Initially, the line used a four-lane stamper to cut the dough prior to filling and folding into patties. To reduce the number of rejections, that system was replaced with a rotary cutter that now seamlessly cuts the dough strips into 6-in. rectangles that are folded into unbaked patties.

Next, by switching out mobile conveyors, the unbaked patties can be diverted directly to the -40˚F spiral blast freezer after which they pass through metal detection and are bulkpacked. Or, the pieces head straight to a reciprocal conveyor and oven loader that automatically places 34 pieces across the 10-ft. by 100-ft. tunnel oven.

Following a 16-minute baking period, the patties travel to a spiral cooler set at 38˚F to lower the internal temperature of the freshly baked products from 200˚F to 100˚F in 20 minutes. In addition to gently lowering the products’ temperature prior to entering the blast freezer, the cooling stage also helps save energy by allowing the patties to freeze more quickly.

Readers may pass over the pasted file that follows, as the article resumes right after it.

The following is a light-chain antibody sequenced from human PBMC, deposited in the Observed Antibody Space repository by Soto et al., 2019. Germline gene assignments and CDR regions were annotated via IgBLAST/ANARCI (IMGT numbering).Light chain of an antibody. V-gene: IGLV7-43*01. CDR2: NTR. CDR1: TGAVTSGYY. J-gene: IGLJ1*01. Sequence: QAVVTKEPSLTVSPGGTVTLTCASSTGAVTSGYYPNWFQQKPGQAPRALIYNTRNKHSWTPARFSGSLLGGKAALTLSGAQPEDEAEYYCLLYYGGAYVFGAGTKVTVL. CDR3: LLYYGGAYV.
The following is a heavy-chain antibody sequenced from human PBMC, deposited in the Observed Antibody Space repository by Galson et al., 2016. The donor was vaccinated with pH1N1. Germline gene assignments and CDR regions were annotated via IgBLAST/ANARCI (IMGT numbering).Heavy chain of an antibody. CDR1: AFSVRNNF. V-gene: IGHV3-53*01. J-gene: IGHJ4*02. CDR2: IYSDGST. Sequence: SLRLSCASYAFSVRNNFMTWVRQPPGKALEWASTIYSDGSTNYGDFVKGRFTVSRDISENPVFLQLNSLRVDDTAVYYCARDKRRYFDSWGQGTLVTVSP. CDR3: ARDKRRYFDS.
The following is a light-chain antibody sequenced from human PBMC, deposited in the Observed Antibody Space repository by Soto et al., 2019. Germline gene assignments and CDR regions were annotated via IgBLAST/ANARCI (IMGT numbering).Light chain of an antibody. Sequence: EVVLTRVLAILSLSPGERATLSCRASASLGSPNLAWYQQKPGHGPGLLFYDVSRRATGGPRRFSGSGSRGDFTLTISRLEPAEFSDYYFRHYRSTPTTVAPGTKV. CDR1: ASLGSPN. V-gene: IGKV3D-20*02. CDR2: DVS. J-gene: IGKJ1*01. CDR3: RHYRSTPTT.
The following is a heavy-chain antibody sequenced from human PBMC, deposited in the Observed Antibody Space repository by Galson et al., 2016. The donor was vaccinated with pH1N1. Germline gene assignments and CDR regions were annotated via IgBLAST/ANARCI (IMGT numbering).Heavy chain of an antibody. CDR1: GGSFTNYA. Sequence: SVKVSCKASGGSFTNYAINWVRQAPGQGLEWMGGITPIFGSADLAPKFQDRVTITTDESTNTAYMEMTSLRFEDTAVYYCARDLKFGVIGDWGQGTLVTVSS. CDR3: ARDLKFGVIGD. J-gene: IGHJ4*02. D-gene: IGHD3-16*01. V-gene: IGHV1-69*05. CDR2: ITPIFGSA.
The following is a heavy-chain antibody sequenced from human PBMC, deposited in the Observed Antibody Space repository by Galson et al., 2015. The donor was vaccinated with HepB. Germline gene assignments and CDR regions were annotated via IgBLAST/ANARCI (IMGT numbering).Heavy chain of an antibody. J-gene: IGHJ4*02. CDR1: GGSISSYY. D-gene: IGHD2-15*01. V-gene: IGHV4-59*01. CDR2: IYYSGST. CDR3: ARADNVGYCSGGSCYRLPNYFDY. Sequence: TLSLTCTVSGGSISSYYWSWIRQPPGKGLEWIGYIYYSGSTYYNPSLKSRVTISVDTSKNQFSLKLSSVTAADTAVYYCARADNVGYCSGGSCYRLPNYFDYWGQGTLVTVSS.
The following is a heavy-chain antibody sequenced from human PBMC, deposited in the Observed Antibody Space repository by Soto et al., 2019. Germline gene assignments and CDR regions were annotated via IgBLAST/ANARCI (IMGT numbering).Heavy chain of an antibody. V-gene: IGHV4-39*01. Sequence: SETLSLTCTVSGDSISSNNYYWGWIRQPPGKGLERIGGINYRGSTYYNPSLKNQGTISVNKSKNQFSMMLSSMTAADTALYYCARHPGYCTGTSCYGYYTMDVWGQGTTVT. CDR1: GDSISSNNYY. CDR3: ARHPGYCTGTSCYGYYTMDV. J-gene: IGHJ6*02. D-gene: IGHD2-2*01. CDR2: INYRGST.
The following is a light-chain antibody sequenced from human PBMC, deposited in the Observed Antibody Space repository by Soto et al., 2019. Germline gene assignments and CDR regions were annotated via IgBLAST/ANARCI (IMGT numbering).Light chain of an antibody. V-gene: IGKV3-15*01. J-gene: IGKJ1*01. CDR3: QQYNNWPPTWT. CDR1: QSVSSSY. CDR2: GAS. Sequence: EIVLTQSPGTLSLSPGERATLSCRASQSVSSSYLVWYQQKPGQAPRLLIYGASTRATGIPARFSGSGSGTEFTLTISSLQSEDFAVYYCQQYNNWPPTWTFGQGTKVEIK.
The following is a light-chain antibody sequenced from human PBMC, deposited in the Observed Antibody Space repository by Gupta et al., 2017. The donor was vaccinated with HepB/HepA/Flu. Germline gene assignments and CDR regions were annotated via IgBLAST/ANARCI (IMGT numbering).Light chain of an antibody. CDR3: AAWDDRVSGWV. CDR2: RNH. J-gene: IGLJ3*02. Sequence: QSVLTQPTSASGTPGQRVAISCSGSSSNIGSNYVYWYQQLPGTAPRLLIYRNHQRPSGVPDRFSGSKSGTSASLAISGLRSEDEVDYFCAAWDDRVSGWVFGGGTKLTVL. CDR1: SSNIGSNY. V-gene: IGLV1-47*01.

After freezing, the fully baked patties travel through a three-in-one detection device that X-rays, check weighs and provides metal detection prior to packaging. The patties travel to bulk packaging, where they’re placed 50 into a case for foodservice accounts, which include schools, restaurants, hotels, the military and even prisons.

For retail customers, the patties are aligned and indexed prior to horizontal form/fill/sealing before being automatically cartoned in convenient two-packs or the family-size 10-packs.
Investing in New Technology

With its capital investments, Caribbean Food Delights constantly searches for practical ways to be more efficient.

For example, its new line uses mechanical blast freezers instead of an older nitrogen one. That’s because it costs only 1 cent to freeze a patty using the mechanical freezer where it cost 8 cents a product with the nitrogen-filled one, Vincent explains. The company doesn’t have to worry about replacing nitrogen that evaporates into the atmosphere over time.